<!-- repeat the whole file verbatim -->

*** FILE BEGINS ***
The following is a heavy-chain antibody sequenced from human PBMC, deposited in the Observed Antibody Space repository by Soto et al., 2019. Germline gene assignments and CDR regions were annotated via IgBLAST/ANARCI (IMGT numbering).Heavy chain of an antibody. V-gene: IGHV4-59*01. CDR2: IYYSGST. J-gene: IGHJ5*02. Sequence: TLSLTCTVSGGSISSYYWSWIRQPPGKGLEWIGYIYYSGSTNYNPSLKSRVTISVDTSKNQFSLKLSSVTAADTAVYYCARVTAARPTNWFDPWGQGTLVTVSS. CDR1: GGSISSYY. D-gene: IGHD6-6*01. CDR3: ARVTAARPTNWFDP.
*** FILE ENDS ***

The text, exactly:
The following is a heavy-chain antibody sequenced from human PBMC, deposited in the Observed Antibody Space repository by Soto et al., 2019. Germline gene assignments and CDR regions were annotated via IgBLAST/ANARCI (IMGT numbering).Heavy chain of an antibody. V-gene: IGHV4-59*01. CDR2: IYYSGST. J-gene: IGHJ5*02. Sequence: TLSLTCTVSGGSISSYYWSWIRQPPGKGLEWIGYIYYSGSTNYNPSLKSRVTISVDTSKNQFSLKLSSVTAADTAVYYCARVTAARPTNWFDPWGQGTLVTVSS. CDR1: GGSISSYY. D-gene: IGHD6-6*01. CDR3: ARVTAARPTNWFDP.